Friday, 2 November 2012

Pirate Cinema by Cory Doctorow

Lowdown: A teenager producing pirate films fights to set the Internet free through his creations.
Cory Doctorow is an author whose books I like even before I read them. There are reasons for that: the guy stands by his principles, and publishes his books online, free for all to download. Those books happen to be very well targeted at me, with examples such as Little Brother discussing the way in which our personal freedoms have been happily sacrificed on the altar of an elusive war on terrorism. Or For the Win, which has a lot to say about the illnesses of our world's economy through the prism of the world of online gaming. Pirate Cinema loyally follows this formula: a young adult science fiction book, of the type that could happen tomorrow and is already happening to one extent or another, this time dealing with the concepts of piracy and the freedom of the Internet.
The story starts at northern England’s Bradford, a kind of town no tourist has any reason to visit. Our first person hero for the duration of the book: 16 year old Trent. Trent is a mad fan of a now deceased cinema star, and the manifestation of his fandom lies in his creation of mashup films that use the star’s original footage to tell completely different stories. Being the son of a poor family, with a disabled mother and a father for whom paid work is not easy to acquire, Trent does not ask the movie studios to send him their material; he acquires his raw material through piracy. Problem is, this piracy causes the disconnection of his house off the Internet, bringing catastrophic outcomes to the family: the mother cannot get her disability allowance, the father cannot work from home, and the sister cannot do her homework anymore. As in, they all can do their tasks still, but everything becomes so much harder it is, in effect, unfeasible.
Trent takes his blame hard, hard enough to disappear with only his laptop and a change of clothing and head for London. There harsh reality strikes: he has no place to stay, no money, and his bag and laptop are stolen. In desperation he looks at beggars for inspiration, and an enterprising member of that community – Jem – takes our Trent as an apprentice. Jem shows Trent how to get luxury food off skips, how to squat, and how to share the spoils with their less capable fellows. Together with a few more allies they develop an ideal anarchistic society at the pub they’re squatting, and Trent finally has the time and the means to be on the Internet again. The community he is now part of airs his films at cemeteries and sewers across London, and Trent becomes famous. He gets himself a girlfriend, he is the head figure of a fight against Internet suppressing legislation, and as a direct result he is now enemy #1 of the copyright industry.
If I have any criticism towards Pirate Cinema it is to do with the obvious similarities in style and story with Doctorow’s Little Brother. The two are essentially the same tale told the same way but with different baddies. Other than that, though, Pirate Cinema won me through and through.
If you are familiar with Doctorow (and this reader of BoingBoing is), you will see Doctorow in person at every corner of this book. From the things Trent packs when going away through jibes at Dominos Pizza and references to home brew coffee, all the elements that make a Doctorow book are firmly here. Including, of course, that pro Internet freedom stand this hero of mine takes on a daily basis on his blog and as an activist. Being that Doctorow and I pretty much agree on almost everything, Pirate Cinema certainly hit home with this armchair pirate.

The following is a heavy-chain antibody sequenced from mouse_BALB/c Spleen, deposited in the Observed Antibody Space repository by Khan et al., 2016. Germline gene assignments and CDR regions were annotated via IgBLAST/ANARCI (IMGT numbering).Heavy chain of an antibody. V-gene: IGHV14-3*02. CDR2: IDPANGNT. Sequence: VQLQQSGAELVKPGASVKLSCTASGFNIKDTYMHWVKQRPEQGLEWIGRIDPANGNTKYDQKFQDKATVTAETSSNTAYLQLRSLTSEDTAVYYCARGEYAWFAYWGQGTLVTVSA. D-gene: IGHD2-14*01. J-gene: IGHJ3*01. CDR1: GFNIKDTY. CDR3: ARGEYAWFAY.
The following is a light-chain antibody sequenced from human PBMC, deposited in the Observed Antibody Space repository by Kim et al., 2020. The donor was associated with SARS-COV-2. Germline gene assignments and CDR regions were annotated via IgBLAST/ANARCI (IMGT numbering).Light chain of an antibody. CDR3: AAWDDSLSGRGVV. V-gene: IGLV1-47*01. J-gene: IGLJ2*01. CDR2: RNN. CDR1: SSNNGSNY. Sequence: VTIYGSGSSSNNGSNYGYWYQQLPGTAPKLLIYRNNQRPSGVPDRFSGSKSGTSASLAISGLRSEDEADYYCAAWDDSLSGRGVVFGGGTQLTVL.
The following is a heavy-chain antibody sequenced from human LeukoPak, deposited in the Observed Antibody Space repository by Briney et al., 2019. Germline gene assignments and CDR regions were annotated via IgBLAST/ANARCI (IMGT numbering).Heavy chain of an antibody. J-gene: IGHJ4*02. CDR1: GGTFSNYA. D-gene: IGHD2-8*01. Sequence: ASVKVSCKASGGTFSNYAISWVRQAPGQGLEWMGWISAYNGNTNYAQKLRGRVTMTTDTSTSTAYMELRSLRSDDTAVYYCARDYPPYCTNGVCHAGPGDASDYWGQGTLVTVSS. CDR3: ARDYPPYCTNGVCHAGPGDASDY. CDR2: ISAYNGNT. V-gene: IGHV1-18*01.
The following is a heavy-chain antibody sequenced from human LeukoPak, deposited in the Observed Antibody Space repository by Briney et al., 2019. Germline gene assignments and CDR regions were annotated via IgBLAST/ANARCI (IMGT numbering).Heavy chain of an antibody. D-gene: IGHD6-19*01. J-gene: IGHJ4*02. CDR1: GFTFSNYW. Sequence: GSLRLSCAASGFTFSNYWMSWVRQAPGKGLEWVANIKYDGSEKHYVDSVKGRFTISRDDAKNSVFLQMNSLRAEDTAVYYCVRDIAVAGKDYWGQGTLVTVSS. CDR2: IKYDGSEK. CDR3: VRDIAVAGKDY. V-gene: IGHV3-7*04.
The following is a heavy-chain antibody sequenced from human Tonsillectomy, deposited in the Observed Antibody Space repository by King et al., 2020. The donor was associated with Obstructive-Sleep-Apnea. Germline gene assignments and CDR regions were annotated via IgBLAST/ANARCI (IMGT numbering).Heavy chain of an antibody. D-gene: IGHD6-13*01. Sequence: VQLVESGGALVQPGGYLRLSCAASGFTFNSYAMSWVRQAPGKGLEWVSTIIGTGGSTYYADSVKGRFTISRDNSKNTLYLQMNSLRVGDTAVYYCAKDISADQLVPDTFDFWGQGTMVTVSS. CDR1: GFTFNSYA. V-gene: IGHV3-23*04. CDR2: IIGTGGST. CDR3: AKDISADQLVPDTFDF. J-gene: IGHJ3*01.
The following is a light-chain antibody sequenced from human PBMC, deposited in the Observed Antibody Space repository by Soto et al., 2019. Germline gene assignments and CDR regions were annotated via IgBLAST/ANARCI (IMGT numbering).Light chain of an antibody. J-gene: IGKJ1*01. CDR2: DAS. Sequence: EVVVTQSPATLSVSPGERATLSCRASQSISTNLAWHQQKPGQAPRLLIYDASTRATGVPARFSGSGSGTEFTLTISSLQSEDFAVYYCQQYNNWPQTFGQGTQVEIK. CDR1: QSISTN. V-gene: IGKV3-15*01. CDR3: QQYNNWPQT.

Although unequivocally set in our future (probably two to three decades away), the relevancy of Pirate Cinema’s message is unmistakable. The UK already has its legislation for cutting households off the Internet in cases of piracy, and the USA is just in the process of commencing its own program. In the meantime, between taking down Megaupload for all the wrong reasons and coming up with legislation proposals such as SOPA, it is clear the copyright industry owns our legislative bodies in its pockets. And through secretly coming up with international agreements such as ACTA, they work their way around our Internet and our culture. These are exactly the things Doctorow talks about in his book, showing us the light and clearly demonstrating which side is in the right.
I agree with Doctorow that the copyright industries are fighting a losing battle and that the only questions are how long it would take them to lose and how many of us they will take down with them. However, as with The Case for Copyright Reform, Doctorow goes further to demonstrate why the revolutionary idea of piracy is so important by showing piracy is essential for the development of our culture. By Doctorow’s logic, with which I concur, pirates are doing society a favor! Think about it this way: without the pirates, there would have never been an iTunes shop, not to mention Spotify. If more people realize this through Doctorow’s entertaining book then the world would be a better place. Me, I was happy to spend several days with this highly entertaining, thought provoking, easy to read yet educational book.
Overall: Doctorow excels at bringing his personal views to the level of a young adult and doing it ever so entertainingly. I love the guy and am very proud to have met him in person. For now, Pirate Cinema gets 4.5 out of 5 stars from me – highly recommended to any pirate or would be pirate!
Closing comments: Even though I downloaded Pirate Cinema from Doctorow’s website here, I bought it “again” through the Humble Bundle a few days later. Clearly, I have such a massive dick. Either that or I appreciate everything Doctorow is trying to do in his book as well as in the Humble Bundle (in whose coordination he was involved).

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